She Was Afraid To Speak Out About Sexism In The NFL. Key Word: Was.

Can we get the news networks and all the sports-related channels to broadcast this message on a loop for a full 24 hours? The story she shares around a minute in illustrates her point p-e-r-f-e-c-t-l-y, and everyone should hear what she has to say.

No time for video? Here’s a highlight:

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Feminist Women Care About Men. This Cartoon Proves It.

The Big Finish of this cartoon is an is an explanation of why it’s OK that some women sometimes say “I hate men!”

Harsh, right? Well…

After reading this cartoon, I’m thinking harder about what “men” really *really* means, and how the idea of “being a man” might even be annoying to those who identify as male. I *still* don’t think anyone should be screaming hate in any direction … but I understand the deal a little better now.

Understanding — it’s what’s for dinner. After you read your cartoons!

Just to set this up: Turns out (those who identify as) boys have just as many expectations of conformity thrown at them as ladies. Anyone who has all sorts of external cues thrown in their face (aka not just cis-boys or cis-girls but all humans) might find it a little harder to be internally chill, OK?

Then everyone’s trying to live up to a thing (being a good man, etc…) that’s not even real! Here’s a question to ponder: Why is society all into making good men and not just good humans?! I don’t know the answer.

This is my favorite part. I *love* looking behind someone’s angry words to really understand why they’re saying them.

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There's Something We All Start Doing To Babies When They're Born That Can Change Them For Life

I could have started this paragraph by saying, “This guy’s got a point” or “He’s super right on, and you should watch his video!” But I won’t. There are a few good reasons why.

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The Most Disgusting Science Experiment I've Ever Seen, Or A Terrifying Wake-Up Call?

I think we’re all aware that cigarettes contain tar and other carcinogens, but I didn’t realize just how gnarly that stuff looks when it goes into someone’s lungs. Check out the whole experiment, or just skip straight to 2:37 for the main event. Remember, many smokers put this amount of sludge (and often more) into their lungs every month. If you liked it, share this video in the name of science experiments everywhere. Or share it in the name of something else — I’m not the boss of you.

This experiment uses 400 cigarettes and simulates a 20-pack-per-month habit. For the traditional pack-a-day smoker, this is low.

Note from the producer and creator of this project:

“During running this experiment, the speed and air pressure of the machine was very high and strong, made it difficult to stop and catch some of the filters before burning a cigarette up to the end. Some filters burned down and sucked down into the water inside the bottle, what you see at the end of the video, the black substance, is tar mixed with the ashes of burned filters, that is what made it hard and look dry after boiling. The pure tar is sticky and usually remains softer than what you saw in this video.”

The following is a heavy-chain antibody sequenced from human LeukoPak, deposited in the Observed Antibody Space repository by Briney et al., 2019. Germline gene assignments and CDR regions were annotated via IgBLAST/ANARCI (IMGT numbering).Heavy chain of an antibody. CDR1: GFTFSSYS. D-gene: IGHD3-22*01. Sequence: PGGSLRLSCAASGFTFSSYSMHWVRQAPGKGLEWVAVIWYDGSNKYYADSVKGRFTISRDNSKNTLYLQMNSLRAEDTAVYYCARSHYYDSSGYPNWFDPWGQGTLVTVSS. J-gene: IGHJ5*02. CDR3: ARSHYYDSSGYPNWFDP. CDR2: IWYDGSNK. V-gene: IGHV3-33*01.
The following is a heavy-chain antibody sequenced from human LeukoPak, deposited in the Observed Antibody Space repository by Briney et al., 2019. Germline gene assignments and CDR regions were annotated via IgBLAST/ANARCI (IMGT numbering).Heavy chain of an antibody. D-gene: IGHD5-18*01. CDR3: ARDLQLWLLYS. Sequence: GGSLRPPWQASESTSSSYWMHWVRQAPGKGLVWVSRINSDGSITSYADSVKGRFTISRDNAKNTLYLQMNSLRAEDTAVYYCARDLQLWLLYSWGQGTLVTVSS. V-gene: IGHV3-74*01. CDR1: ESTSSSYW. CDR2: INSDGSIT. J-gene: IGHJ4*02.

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When Women Have Equal Rights, It's Amazing How Many Other Problems Are Resolved

25,000 young girls are forcibly married every day. That’s 10 million girls every year. EVERY. YEAR. Kids that young should be playing pretend wedding. Not ACTUALLY getting married.

The first half of the video is depressingly depressing, so if you want to skip that, jump straight to 1:27 to hear all the ways ending the tradition of child brides will benefit women and all the ways empowering women will help improve society for everyone.

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These Men Aren't Walking In Women's Shoes, But They Are Wearing Their Skirts

With all the depressing news about India’s tendency to overlook and normalize rape culture and violence against women coming out lately, it’s a relief to see a group of people, especially men, reacting appropriately and working hard to, as this news report says, “change mentalities, not clothes.” 

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Malala's Father Explains That His Daughter Is So Strong Because He Didn't 'Clip Her Wings'

Ziauddin Yousafzai’s daughter Malala was shot by the Taliban in 2012 after she had just boarded a bus to school. Today, Malala is recognized around the world as a global leader for women’s rights … at the age of 16.

Ziauddin explains in his TED talk how he was determined to raise his daughter to be strong, confident, and passionate. He stresses that the plight of millions of women could be changed if both men and women think differently and break against the norms of family and society.

His message gives an inspiring lesson for all of us — fathers, mothers, men, women — to hear.

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Men: You May Never Be In A Woman's Body, But This Film Puts You There For 65 Seconds

Every once in a while, you’ll see a statistic that shocks you out of your seat. This is one of those statistics.

I know not every man in Egypt is a predator, but this seems like a woefully underreported problem. Take 60 seconds and see what it’s like to be a woman in Egypt.

Trigger warning: Depiction of sexual violence.

Share this if you think more people should know about this stat.

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